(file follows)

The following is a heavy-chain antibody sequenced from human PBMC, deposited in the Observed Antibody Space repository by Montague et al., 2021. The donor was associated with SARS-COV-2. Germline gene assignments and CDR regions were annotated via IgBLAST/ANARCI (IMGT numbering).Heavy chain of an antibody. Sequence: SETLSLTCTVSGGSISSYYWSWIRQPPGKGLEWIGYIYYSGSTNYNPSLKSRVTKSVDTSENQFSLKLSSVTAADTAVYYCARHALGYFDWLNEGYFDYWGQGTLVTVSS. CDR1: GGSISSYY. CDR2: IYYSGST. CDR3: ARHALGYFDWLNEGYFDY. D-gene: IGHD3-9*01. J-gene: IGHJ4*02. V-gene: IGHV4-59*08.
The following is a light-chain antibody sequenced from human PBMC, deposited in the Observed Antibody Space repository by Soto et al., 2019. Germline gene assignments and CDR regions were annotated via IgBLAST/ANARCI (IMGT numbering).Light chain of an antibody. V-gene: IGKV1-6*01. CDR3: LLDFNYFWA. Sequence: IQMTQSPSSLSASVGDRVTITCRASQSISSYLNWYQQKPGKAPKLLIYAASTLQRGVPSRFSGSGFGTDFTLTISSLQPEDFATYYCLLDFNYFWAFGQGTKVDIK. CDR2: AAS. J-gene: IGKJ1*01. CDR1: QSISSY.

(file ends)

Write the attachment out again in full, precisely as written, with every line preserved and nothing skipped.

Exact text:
The following is a heavy-chain antibody sequenced from human PBMC, deposited in the Observed Antibody Space repository by Montague et al., 2021. The donor was associated with SARS-COV-2. Germline gene assignments and CDR regions were annotated via IgBLAST/ANARCI (IMGT numbering).Heavy chain of an antibody. Sequence: SETLSLTCTVSGGSISSYYWSWIRQPPGKGLEWIGYIYYSGSTNYNPSLKSRVTKSVDTSENQFSLKLSSVTAADTAVYYCARHALGYFDWLNEGYFDYWGQGTLVTVSS. CDR1: GGSISSYY. CDR2: IYYSGST. CDR3: ARHALGYFDWLNEGYFDY. D-gene: IGHD3-9*01. J-gene: IGHJ4*02. V-gene: IGHV4-59*08.
The following is a light-chain antibody sequenced from human PBMC, deposited in the Observed Antibody Space repository by Soto et al., 2019. Germline gene assignments and CDR regions were annotated via IgBLAST/ANARCI (IMGT numbering).Light chain of an antibody. V-gene: IGKV1-6*01. CDR3: LLDFNYFWA. Sequence: IQMTQSPSSLSASVGDRVTITCRASQSISSYLNWYQQKPGKAPKLLIYAASTLQRGVPSRFSGSGFGTDFTLTISSLQPEDFATYYCLLDFNYFWAFGQGTKVDIK. CDR2: AAS. J-gene: IGKJ1*01. CDR1: QSISSY.